So, let’s go back to our original measurements and consider what type of analysis and reporting would be the most appropriate.

Output 1 & 2. The “analysis” here involves a simple count of the number of enrollment events held and the number of individuals screened for eligibility. You could also divide your actual numbers by the expected numbers to determine your success rate (e.g., you held two events, but your goal was four, so you achieved 50% of your expected output).

This information could be reported during regular staff or board meetings or compiled and included in an annual report. You can also share this information on your website or in social media posts (e.g., “In 2018, we exceeded our goal for community enrollments! We held 25 events and successfully enrolled 500 eligible individuals in life-saving social benefits programs.”).

Outcome 1. This measurement is also super easy. Simply divide the number of individuals enrolled within two months of screening by the total number of individuals who were eligible to determine your percentage. For example, if you found 200 eligible individuals and 150 of them were enrolled within two months of screening, then you’ve achieved a 75% enrollment rate (150/200 * 100).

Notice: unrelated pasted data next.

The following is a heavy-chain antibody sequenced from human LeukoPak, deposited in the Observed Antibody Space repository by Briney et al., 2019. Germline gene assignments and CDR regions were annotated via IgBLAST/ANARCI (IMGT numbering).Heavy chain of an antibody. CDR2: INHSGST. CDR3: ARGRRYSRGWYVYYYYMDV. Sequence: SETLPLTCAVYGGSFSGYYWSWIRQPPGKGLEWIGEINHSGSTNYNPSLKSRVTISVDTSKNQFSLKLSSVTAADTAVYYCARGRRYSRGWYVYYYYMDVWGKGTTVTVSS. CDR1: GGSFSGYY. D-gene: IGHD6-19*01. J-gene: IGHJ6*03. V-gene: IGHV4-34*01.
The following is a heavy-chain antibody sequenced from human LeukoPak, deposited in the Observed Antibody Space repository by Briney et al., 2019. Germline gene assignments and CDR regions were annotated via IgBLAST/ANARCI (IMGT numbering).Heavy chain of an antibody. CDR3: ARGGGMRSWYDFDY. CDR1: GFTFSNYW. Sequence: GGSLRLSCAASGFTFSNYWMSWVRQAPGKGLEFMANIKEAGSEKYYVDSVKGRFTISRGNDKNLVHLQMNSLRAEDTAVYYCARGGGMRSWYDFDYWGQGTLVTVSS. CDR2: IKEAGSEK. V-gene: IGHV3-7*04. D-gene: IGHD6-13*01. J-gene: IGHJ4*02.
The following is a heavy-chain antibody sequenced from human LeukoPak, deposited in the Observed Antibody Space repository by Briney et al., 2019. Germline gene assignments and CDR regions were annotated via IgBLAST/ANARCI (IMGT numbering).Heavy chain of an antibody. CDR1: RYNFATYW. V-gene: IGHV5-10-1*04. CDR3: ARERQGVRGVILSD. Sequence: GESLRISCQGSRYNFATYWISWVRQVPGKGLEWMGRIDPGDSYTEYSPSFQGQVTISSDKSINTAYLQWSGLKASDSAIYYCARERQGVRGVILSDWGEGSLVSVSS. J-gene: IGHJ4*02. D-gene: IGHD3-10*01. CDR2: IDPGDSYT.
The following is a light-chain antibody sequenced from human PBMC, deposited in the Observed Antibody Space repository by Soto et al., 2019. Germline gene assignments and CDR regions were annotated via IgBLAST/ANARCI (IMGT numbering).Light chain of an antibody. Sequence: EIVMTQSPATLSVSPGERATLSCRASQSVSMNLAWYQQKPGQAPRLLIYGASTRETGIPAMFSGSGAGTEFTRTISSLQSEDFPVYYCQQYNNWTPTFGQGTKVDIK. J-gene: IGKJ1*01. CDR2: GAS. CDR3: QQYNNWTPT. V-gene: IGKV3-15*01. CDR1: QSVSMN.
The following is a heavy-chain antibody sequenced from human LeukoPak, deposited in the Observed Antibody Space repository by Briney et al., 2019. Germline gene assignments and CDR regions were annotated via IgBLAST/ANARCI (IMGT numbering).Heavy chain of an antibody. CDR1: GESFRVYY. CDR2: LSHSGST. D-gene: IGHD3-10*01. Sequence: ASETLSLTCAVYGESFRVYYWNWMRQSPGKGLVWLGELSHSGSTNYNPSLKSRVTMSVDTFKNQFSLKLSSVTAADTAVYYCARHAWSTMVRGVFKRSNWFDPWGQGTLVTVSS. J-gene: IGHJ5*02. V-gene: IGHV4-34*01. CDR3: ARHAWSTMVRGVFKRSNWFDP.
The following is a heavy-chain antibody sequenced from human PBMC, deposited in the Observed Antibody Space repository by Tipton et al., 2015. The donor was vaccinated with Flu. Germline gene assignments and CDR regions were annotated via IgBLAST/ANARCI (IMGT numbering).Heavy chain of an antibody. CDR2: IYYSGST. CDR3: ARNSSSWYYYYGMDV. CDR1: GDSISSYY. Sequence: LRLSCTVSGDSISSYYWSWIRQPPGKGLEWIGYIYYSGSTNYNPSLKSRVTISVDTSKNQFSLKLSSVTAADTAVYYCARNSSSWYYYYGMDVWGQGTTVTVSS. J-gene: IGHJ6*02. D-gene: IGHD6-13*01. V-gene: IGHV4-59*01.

This information would also be helpful to include in staff or board meetings, which might generate some great conversation about how you can better support individuals in completing their enrollment process. You can also report this information in annual reports and on your website or social media pages.

Once you’ve determined the types of analysis and reporting you’ll be doing, add those details to your chart.

That’s it! Not so bad, right? Now you have the tools you’ll need to add some basic evaluation activities into your organization. Let me know how you feel once you get started. I think you’ll find it’s empowering to realize exactly how much of a difference you’re making in your community.

Do you have other tips for adding basic evaluation activities to your organization? Comment below and let us know!

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Grant Readiness

August 14, 2018